A full life means calculated risks
We are writing in response to the article written by John Colson expressing Mr. Guion’s concerns regarding the recent trip by Peter Westcott’s and Matt Field’s sixth-grade classes to Ignacio Allende, Mexico (“Parent: Should Aspen students be sent to ‘war zone’? May 5), as well as subsequent letters to the editor concerning the same topic. We appreciate the community members’ concerns, however, after having just completed the trip we would like to offer a few thoughts.
This was a two-year project for the children in Mr. Westcott’s class and a full year’s project for the children in Mr. Field’s class. The children raised 100 percent of the required funds through wreath sales, used book sales, soccer ball sales, a spaghetti dinner, a bake sale and individual work such as baby sitting, dog walking or yard work. Some children donated money received for birthday gifts or holiday gifts to the cause. Although we supported our children and participated in their activities, no parent “paid” for their child’s trip expenses. The money the children raised even paid for the liability insurance required by the Aspen School District.
The choice of Mexico was made by the children last year. Many places were discussed, but with Mr. Westcott’s strong connection to Ignacio Allende, as well as Aspen’s association with the Mexican state of Chihuahua through the many members of our work force who come from there, it seemed the logical choice. The children discussed the numerous areas that could use their help. They had the opportunity to assist only one place. Ignacio Allende and the surrounding area is where they chose.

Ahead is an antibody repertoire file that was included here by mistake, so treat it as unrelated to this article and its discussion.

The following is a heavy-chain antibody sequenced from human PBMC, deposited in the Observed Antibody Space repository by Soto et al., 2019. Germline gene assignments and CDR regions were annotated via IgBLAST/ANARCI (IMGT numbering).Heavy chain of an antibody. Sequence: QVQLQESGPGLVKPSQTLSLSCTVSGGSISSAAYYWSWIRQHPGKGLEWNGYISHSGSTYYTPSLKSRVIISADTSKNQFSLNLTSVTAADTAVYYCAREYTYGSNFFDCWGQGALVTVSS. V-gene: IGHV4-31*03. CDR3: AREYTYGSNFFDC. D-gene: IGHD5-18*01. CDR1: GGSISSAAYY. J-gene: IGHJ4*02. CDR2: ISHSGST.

Attendance on the trip was not mandatory. Any child could opt out of the trip for any reason. In making a family decision to join the trip, we, too, were concerned about safety. In discussing those issues with both Mr. Westcott and Diana Sirko, school superintendent, it became apparent safety was their primary goal. This was Mr. Westcott’s fourth trip to Ignacio Allende, an area he knows well and in which he has many friends. The adult chaperone to child ratio was almost one to one.
Our initial crossing into Mexico was made very early on Sunday morning when the streets of Juarez were largely deserted. The children did not walk across the bridge into Mexico, but changed buses in El Paso and rode across the border. Unlike past years’ trips, the return stop in Juarez was truncated. The area we visited in Mexico was remote and agrarian. It felt as safe as Aspen, but our Mexican hosts were ever mindful of our safety, leading us to our evening activities, making sure we knew where we were supposed to be and how to get there each day, offering to drive us wherever we needed to go.
Most importantly, a full life requires the ability to take calculated risks. A search for total safety results in a small, colorless life. We all take a risk each day that we click into our skis and seek that perfect run, but we would never relinquish that activity. It is one of the aspects of our lives that makes them rich and vibrant. Likewise, the trip to Mexico painted our lives in the same vivid reds, purples, pinks and oranges that we painted their classrooms. We spoke poor Spanish; we spoke simple English; we gestured with our hands. We worked. We danced. We laughed, and when we left, we cried. We established friendships we will work to maintain. We learned about Mexican culture and lifestyle, but we also learned about ourselves and our American way of life. We answered some questions about our Mexican friends and generated some questions about ourselves and our government. Our visit added depth to our lives.
Yes, there was a small amount of risk, but we were mindful of that risk and mitigated it to the extent possible. In the end, we returned safe but also broadened, enhanced, changed by our experience. What better gift could we give our largely isolated and protected children?
This year a select few eighth-grade students were invited to join our travels. Our hope is that we will receive that same, cherished, invitation in two years time.
Sheila Kennedy Wills
and Matt Wills
Peter Westcott’s class
Aspen Middle School
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